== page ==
What a year for martial arts films it has been!
We have The Paper Tigers, which this review is about and …!
Oh I think that is it so far? I definitely haven’t reviewed any more. There might be some out there I guess. We still have a lot of year left, so there is time.
But the good news is, I liked The Paper Tigers, so even if it is the only martial arts film that releases this year, I can still say it is a good year for martial arts films.
If there shadows fought separately, this would be the best martial arts film year.
The Paper Tigers were a feared (not like, for your life, but feared like in awed) group of martial artists, trained by Sifu Cheung (Roger Yuan). Why were they feared? Because the trio never lost. That means in an official bout, of one on ones, or even in a trio match where the best 2 out of 3 wins. So there is some wiggle room there, but overall, they have never lost as a team, and they were gonna go far.
But then, their ages got older, joints got achier, and life got harder. Danny (Alain Uy) used to be the strongest of them, now he has a corporate job, a kid and is getting divorced for being so distant and a bad father/husband. Hing (Ron Yuan) has lost his hair, gotten fatter, but hasn’t lost his humor, and Danny (Mykel Shannon Jenkins) has his own dojo, but has still softened up in his age, despite still training daily.
Their lives come together again when they find out that their Sifu has died and have to go to their funeral. There is some mystery in their lives that made them drift apart, but when they determine that it is likely that their Sifu was murdered? Well, now they are going to have to investigate together to avenge his death. And if it means getting back into fighting shape in order to battle some more youthful fighters, then so be it.
Tea breaks are important for training. And dum dums.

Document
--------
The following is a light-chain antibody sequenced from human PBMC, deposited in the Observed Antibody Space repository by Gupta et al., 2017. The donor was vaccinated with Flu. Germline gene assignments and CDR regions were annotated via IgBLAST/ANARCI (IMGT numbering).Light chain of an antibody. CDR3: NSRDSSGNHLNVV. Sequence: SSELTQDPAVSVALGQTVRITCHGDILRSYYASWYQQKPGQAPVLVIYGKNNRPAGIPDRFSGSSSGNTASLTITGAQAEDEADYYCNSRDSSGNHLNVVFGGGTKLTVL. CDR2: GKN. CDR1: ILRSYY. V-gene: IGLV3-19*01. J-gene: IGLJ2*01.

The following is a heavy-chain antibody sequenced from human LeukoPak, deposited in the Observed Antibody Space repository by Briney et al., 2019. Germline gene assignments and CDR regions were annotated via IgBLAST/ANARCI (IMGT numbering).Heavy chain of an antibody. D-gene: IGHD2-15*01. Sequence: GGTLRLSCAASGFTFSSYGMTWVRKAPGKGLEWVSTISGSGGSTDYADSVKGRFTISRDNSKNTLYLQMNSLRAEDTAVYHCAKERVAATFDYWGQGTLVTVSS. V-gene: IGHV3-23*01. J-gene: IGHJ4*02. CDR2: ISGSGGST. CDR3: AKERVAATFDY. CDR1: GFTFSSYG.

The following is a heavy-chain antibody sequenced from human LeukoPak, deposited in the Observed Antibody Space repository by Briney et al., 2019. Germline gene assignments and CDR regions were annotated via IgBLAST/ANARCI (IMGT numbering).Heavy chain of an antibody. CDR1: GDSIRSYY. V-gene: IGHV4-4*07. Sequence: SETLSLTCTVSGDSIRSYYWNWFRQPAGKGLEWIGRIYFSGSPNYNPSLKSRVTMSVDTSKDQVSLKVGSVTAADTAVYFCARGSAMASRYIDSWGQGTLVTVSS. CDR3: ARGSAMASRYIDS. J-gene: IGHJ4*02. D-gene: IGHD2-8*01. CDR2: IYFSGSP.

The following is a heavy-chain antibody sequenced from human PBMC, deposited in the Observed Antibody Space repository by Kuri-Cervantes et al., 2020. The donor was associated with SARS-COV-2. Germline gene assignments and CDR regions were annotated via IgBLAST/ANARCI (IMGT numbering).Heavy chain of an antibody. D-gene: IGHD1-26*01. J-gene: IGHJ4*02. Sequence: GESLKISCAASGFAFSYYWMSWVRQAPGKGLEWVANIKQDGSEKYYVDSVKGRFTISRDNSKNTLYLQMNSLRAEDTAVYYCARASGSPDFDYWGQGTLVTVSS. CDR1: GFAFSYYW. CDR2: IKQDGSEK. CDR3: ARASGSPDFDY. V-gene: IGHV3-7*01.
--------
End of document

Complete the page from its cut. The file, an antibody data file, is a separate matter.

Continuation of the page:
I wasn’t sure what to expect going into The Paper Tigers, as it began with a few kids starting training, and then followed up with a montage of them training and getting older, in home movie formats, before we get to the modern day. We got to see these kids grow up and train and get swole and fast, and become champions. It was up up and up for them, for us to get juxtaposed with our protagonist as an adult and trying desperately (and failing) to find a parking spot.
Because that is the major theme of this film is getting old and honoring your past. Reconciliation with your past as well, fixing mistakes, in order to grow as a person.
But also, martial arts!
The Paper Tigers I was able to find funny and emotional at the same time. It never made me cry, but the emotions did run rampant near the end, because the final fight scenes had some high stakes. You really pull for the protagonist, even after finding out he hasn’t been the best of a stand up guy lately, because like all great husbands, they start off as fixer uppers and we can see them become great! (That is a joke, please do not be in a relationship with someone to fix them up). I did like his relationship with the son by the end, when he realized he was doing wrong, and when he became more serious.
The main characters are all really exciting to cheer behind, purely because they have weaknesses and struggles. Entirely relatable, even if you cannot do any sort of martial arts. The fight scenes are well shot as well, visible, and amusing at points as well.
The Paper Tigers is the best martial arts film this year. So far. And I have no idea if we are getting any more, but this one you might have never heard about before now is definitely recommended.